Today we finish Job. It’s not an easy book, so it’s nice to have completed it. What is good though is that, having got it done so early in the reading plan, we can consider the issues it raises as we work our way through the rest of the Bible.
Job 40 – 42
Chapter 40 concludes with the excerpt on the behemoth (from verse 15). The behemoth definitely sounds like an animal that could have existed. The description of the tail seems to rule out modern day behemoths like elephants and hippopotamuses. I’d be really tempted to support the YEC claim that this represents a dinosaur, but I just don’t think there’s enough information. I’m also concerned by chapter 41 and the leviathan.
The leviathan seems to fantastic to be real. Some people try to argue a swamp dwelling dinosaur, and sometimes T-Rex is proposed. The problem is the references made to fishing tools, and words like sea and deep in the NKJV seem to rule out a swamp dweller. Even if we had enough information to make claims about this creature, there seems to be plenty hyperbole. Some people have tried to defend the bits about fire breathing, but then ignore the bit about laughing. I’m afraid I just don’t think we have enough information about either of these strange beasts to speculate as to what they may have been.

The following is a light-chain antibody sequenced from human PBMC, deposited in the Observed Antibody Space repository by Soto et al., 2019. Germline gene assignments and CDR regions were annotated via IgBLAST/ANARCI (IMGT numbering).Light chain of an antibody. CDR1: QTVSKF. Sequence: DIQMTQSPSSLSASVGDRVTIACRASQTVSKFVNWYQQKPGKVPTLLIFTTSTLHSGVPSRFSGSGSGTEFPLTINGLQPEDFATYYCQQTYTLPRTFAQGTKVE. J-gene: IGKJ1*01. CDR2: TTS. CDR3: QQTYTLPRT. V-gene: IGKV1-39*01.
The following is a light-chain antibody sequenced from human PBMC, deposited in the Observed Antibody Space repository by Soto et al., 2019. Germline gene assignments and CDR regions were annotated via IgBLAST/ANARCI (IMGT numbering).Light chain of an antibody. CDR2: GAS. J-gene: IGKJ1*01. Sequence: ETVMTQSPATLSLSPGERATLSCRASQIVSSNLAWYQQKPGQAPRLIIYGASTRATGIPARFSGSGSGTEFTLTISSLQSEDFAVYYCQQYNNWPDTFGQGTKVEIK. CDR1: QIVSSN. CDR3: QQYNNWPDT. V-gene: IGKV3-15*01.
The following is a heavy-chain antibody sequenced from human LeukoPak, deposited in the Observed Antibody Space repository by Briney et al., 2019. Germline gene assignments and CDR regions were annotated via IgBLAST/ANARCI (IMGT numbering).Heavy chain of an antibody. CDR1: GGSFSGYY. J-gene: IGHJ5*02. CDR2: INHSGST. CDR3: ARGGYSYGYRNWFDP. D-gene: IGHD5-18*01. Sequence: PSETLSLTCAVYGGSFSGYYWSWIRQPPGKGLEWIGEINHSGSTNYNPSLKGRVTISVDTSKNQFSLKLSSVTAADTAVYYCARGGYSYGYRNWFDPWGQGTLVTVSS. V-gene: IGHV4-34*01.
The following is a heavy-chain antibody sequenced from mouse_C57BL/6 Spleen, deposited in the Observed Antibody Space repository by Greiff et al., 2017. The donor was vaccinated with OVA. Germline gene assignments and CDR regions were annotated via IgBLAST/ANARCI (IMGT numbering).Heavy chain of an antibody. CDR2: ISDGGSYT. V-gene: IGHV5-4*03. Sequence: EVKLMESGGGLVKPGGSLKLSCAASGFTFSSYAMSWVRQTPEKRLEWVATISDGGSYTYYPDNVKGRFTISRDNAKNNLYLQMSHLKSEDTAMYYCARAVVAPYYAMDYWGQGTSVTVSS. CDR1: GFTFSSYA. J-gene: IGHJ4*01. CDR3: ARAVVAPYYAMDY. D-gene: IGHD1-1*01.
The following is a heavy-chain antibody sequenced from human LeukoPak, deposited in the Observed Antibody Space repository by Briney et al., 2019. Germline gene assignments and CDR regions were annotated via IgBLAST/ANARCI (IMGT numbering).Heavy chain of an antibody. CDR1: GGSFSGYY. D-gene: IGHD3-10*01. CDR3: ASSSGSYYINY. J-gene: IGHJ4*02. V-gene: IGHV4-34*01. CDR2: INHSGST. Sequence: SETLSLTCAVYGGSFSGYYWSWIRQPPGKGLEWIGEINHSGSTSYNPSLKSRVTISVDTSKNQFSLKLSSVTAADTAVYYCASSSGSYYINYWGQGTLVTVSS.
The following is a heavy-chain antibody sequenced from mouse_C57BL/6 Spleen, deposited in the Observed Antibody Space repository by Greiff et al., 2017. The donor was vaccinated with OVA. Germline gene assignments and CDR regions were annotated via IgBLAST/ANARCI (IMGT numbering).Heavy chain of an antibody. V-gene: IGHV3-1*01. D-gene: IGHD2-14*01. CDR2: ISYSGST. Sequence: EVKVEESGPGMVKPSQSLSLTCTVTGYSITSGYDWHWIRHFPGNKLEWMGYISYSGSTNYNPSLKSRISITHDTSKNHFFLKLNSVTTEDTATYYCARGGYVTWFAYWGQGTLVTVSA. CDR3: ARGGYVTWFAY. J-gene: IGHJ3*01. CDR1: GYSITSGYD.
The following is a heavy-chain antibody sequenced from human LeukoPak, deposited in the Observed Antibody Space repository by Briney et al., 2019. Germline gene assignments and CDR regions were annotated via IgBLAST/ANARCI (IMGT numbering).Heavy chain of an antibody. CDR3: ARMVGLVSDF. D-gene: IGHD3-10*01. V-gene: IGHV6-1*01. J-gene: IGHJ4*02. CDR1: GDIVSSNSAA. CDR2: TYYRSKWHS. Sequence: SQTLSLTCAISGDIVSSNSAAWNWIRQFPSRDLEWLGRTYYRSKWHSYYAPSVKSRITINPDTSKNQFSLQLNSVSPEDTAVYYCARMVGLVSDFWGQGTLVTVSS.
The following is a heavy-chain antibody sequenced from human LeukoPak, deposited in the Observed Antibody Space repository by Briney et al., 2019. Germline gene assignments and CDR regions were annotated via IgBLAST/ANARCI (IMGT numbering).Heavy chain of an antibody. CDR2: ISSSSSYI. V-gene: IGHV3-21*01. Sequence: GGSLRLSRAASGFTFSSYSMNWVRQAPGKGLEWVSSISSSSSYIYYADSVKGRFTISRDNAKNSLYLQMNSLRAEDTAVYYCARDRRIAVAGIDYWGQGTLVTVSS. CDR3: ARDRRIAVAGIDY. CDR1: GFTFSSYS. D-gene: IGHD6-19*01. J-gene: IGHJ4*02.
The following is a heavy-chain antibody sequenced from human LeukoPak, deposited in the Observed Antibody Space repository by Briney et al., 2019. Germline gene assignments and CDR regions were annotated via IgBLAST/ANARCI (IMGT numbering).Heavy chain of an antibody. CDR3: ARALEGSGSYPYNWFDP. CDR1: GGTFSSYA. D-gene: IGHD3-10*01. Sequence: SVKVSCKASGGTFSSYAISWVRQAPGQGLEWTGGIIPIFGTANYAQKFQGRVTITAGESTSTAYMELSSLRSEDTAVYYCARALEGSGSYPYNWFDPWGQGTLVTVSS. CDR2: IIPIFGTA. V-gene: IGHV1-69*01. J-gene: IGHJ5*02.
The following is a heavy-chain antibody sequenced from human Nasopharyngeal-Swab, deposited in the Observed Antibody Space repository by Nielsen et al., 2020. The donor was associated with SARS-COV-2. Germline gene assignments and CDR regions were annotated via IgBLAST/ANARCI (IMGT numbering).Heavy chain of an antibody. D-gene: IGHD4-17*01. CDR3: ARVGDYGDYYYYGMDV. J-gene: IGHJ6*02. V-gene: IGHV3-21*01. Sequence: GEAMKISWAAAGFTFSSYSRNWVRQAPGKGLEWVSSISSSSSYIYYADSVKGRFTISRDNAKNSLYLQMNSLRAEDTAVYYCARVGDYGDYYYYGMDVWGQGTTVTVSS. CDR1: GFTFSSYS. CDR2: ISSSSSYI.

God acknowledges Job
God never seems to overtly acknowledge Job, whom he was so proud of at the beginning. When He addresses Eliphaz, He points out that Job had spoken truthfully about Him. He also insists on them taking their sacrifices to Job to oversee the burnt offering.
In the patriarchal times, people built alters and made sacrifices to God, there wasn’t a centralised place for doing it as in later times, so their was no one performing the priestly duties. Once we’ve been through Exodus and Leviticus, we’ll see the importance of priestly duties, and how the priests needed to ritually cleanse themselves to stay pure.
Job is essentially given a priestly role here, and he isn’t asked to undergo any ritual cleansing, thus God does acknowledge his righteousness, although not in a simple and straightforward fashion.
What did they get right? And what didn’t they?
It’s tough to work out where Job’s friends actually went wrong, thus for doctrinal reasons we should look at where Job directly contradicted doctrinal assumptions, and look at the issues as we continue, and see if the rest of the Bible reveals the answers to these questions.
What are your thoughts?
If you wish to get involved in this reading plan from the start, then give the reading through the Bible page a look, it will be updated with relevant links and acts as an index to the program.